Saskia Koch

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During threatening and stressful situations, lack of control over automatic freeze-fight-flight (FFF) tendencies may not only affect split-second decisions during threat, but may also contribute to increased risk for post-traumatic stress disorder (PTSD). However, the exact (neurobiological) mechanisms underlying automatic FFF-tendencies, split-second decisions during threat and PTSD symptom development remain largely unknown. The central aim of the ‘Police-in-Action’ project during my post-doc is therefore to investigate the role of FFF-reactions in the development of anxiety and aggression symptoms. In a longitudinal study design, we will investigate whether neuroendocrine FFF-markers, as measured with functional neuroimaging, hormonal assessment, physiology and behavioral paradigms, may predict the development of PTSD symptoms in police recruits after their first emergency aid experience.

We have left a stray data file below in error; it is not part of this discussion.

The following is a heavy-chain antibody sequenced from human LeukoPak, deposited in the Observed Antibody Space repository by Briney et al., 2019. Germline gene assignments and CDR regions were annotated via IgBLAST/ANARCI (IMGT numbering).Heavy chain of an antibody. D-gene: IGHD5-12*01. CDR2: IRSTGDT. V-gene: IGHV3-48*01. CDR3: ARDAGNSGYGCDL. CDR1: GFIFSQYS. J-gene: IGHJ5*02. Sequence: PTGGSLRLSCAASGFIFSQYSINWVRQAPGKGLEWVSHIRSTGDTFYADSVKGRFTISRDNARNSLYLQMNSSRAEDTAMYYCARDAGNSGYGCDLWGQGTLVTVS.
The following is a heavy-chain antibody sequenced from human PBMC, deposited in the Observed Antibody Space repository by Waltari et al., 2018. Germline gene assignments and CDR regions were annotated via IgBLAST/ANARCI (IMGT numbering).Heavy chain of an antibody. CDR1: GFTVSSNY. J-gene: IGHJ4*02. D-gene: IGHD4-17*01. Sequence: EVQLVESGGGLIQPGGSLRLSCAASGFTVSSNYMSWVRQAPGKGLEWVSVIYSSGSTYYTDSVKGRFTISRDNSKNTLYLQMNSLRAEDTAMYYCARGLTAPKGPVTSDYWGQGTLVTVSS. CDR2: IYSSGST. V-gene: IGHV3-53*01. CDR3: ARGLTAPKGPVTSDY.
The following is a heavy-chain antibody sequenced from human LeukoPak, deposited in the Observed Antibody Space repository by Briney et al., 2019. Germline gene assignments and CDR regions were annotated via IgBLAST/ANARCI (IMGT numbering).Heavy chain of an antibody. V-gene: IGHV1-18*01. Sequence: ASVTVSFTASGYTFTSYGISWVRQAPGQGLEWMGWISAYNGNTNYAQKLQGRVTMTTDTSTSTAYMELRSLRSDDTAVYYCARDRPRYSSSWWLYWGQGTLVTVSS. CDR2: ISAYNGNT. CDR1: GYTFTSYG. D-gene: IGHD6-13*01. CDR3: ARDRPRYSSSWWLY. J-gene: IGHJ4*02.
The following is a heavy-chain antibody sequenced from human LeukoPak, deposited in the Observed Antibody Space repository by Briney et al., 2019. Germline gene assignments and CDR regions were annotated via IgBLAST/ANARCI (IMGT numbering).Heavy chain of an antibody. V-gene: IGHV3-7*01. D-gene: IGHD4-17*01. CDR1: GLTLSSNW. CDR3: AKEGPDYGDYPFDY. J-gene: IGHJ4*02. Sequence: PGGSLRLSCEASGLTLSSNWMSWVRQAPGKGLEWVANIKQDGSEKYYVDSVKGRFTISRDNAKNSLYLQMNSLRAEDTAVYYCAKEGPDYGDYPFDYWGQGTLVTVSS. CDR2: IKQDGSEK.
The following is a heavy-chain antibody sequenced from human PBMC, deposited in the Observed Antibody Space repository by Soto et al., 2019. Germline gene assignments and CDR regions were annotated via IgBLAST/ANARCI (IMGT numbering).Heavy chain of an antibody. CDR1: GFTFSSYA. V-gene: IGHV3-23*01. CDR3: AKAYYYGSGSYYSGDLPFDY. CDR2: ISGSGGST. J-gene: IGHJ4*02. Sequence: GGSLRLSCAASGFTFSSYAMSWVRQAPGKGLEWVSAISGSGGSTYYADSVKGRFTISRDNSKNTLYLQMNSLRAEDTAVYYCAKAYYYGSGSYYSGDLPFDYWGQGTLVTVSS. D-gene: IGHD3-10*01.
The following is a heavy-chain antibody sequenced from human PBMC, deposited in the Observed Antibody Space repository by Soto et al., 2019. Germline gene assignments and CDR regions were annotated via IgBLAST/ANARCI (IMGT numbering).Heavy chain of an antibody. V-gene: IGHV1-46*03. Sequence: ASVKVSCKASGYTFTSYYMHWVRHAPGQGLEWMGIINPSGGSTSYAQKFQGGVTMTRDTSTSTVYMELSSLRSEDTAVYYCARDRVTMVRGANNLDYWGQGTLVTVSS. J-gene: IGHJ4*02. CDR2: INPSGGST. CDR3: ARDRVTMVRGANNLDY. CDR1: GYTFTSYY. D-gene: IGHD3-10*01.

During my PhD project, I investigated the effects of a single oxytocin administration on fear neurocircuitry in male and female police officers with and without PTSD. More specifically, I investigated the effects of oxytocin administration on amygdala reactivity towards emotional faces, as well as amygdala subregion functional connectivity during rest.

 

Selected publications:

Koch, S.B.J., van Zuiden, M., Nawijn, L., Frijling, J.L. Veltman, D.J. & Olff, M. (2014). Intranasal oxytocin as strategy for medication-enhanced psychotherapy of PTSD: Salience processing and fear inhibition processes. Psychoneuroendocrinology: 40: 242-256

Koch, S.B.J., van Zuiden, M., Nawijn, L., Frijling, J.L. Veltman, D.J. & Olff, M. (in press). Intranasal oxytocin administration dampens amygdala reactivity towards emotional faces in male and female PTSD patients. Neuropsychopharmacology.

Koch, S.B.J., van Zuiden, M., Nawijn, L., Frijling, J.L. Veltman, D.J. & Olff, M. (in press). Intranasal oxytocin normalizes amygdala functional connectivity in post-traumatic stress disorder. Neuropsychopharmacology.